White Coats Are a Special Symbol of Knowledge and Leadership

Recently, FDA Vice President Dr. Dave Boden spoke to students at the University of Florida College of Dentistry White Coat Ceremony. We post his remarks here as a gracious reminder to all to continue to grow professionally and apply all you’ve learned as you care for your patients, and to strive for excellence every day. Thank you, Dr. Boden!

Good morning everyone! I want to thank all of you for inviting me to help your faculty confer upon each of you a doctor’s white coat. This is a particularly happy occasion for all of us in this room. The energy and enthusiasm of all of you is palpable. This is why we all love teaching pre-doctoral undergraduate dental students.

However, I must caution you. Your acquisition of this white coat is not free. You must earn it: Every. Single. Day. It is a special symbol of knowledge and leadership.

The man who first popularized the White Coat Ceremony some 25 years ago, Dr. Arnold Gold of Columbia University College of Physicians and Surgeons, did so because he felt “A physician’s responsibility is to not only to take care of patients, but also to care for patients.” Presenting the white coat was a way to impress upon medical, and now dental students, the importance of applying all their learned knowledge to establish and promote the health and well-being of the patients they will see for the rest of their careers as doctors. For those of us who are faculty and practitioners, it is our symbolic, solemn, yet joyful way of initiating your pathway through corridors of learning containing the knowledge of thousands of years and countless doctors before us.

Just what knowledge do you need to become a doctor? Anatomy? Physiology? Pathology? Pharmacology? Certainly. Anything else? Actually, that is a trick question. The answer is EVERYTHING. For a thousand years, doctors have been honored by their patients as the keepers of special knowledge. Your charge, starting today, is to absorb it all. I can assure you that in modern dentistry, you will use every bit of it sometime in your career, even the material that today makes your eyes roll. Physics, engineering, math, finance, psychology. But also, philosophy, language, literature, art, music, religion. In fact, everything you have experienced since kindergarten: from your classmates and friends, your church, and most importantly, from your greatest teachers— your parents and family. Yes, that is a lot to ask. But everyone you treat depends on your knowledge, and your ability to use it … honorably.

Honor. A concept that seems to have faded a bit recently. But oh-so-necessary if you are to be called doctor. This is symbolized by this pure white coat. For not only are you seen as a repository of vast knowledge, you are also rightly perceived as a trustworthy and responsible leader. You must be in order to gain a patient’s trust to accept your often-invasive care. Honor, trust and responsibility are concepts we really cannot teach you. In fact, these qualities were continuously bestowed upon you by everyone you have interacted with since you were 6 years old. However, we can, as your mentors setting good examples, show you how not to lose them. We always worry about that, because it is all too easy to succumb to temptation. Your patients and colleagues will be perceptive and harsh judges. Once honor and trust are lost by irresponsible action, you will not regain them.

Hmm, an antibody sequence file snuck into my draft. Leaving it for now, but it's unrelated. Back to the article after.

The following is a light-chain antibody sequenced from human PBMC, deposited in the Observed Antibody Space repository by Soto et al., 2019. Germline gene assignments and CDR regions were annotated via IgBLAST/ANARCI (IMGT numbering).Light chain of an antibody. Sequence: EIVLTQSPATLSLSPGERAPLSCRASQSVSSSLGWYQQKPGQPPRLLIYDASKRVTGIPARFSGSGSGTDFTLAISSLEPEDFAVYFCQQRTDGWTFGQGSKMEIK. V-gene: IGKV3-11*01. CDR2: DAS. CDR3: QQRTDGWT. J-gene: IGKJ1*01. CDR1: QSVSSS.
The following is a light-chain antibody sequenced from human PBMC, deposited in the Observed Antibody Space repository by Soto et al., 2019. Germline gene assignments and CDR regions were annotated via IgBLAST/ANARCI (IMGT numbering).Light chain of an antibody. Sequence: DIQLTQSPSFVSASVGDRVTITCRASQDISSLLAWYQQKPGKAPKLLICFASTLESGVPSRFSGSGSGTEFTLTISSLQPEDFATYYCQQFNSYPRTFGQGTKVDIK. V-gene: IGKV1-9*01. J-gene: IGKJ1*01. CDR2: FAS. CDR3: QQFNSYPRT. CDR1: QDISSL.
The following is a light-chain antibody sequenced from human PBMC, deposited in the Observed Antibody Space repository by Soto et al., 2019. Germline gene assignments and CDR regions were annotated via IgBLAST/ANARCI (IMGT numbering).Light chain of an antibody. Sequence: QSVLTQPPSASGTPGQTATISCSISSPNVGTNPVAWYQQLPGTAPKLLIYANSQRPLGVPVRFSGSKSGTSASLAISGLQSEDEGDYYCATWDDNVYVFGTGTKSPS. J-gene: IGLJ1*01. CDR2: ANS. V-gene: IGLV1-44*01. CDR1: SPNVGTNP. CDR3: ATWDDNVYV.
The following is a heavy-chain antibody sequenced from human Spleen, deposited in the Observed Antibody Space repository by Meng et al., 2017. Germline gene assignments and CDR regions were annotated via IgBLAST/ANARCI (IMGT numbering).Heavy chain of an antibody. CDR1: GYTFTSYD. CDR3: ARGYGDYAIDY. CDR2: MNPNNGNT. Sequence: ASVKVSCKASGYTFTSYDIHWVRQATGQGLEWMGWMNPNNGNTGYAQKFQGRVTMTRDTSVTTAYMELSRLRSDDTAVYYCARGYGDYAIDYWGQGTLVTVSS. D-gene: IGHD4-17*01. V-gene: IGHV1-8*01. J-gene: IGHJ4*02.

But let us be positive. You are already leaders. You have already demonstrated that by gaining acceptance to this incredible institution. Some of you already have started a family. The concept of leadership and responsibility will penetrate deeply the first time your young son or daughter ask you, “How do I do this, Daddy/Mommy?” You will discover that while leadership can be daunting, it is also very rewarding, because it allows you to have a positive impact. Whether that is with your family, your staff, your community, or your profession. The good news is that it isn’t really that hard. Just remember these basics:

  • Maintain the honor of your profession. All the rest of us are linked to everything you do. Be responsible to your patients and the public. Always.
  • Lead your family and your office team. They look up to you, depend on you, and will support you endlessly.
  • And finally, respect and honor your college. In a great institution like the University of Florida, you will have the opportunity to gain and embrace the knowledge that will make you an outstanding doctor IF you reach for it. I can assure you; you will NOT be spoon-fed in this school. Now go out there and get it and accept nothing less from your professors and yourselves.

From the Florida and American Dental Associations, congratulations on your beginning!

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A Guide to Finding Your First Job After Dental School

By Ashley Halsey

So, you graduated from dental school and you need to figure out your next step to get a job. First of all, congratulations! Now, you need to follow these steps to help you get your first dental job.

1. Make a Plan

Think about where you want to be in five, 10 years. Do you want your career to go toward being a partner or owner of a practice? Are you interested in simply getting more experience, or paying back your student loans? Think about where you want to go, and it will help you discover how to get there.

Once you know that, you can start thinking about location, but you shouldn’t be focused on that at the start of your career. The best dental jobs usually are not in the heart of the city, where you’ll find there is more competition for patients. If you must live and work in a saturated or difficult market for whatever reason, consider the income offered in different parts of town. You’ll also want to manage your expectations regarding your income.

2. Develop a CV and Cover Letter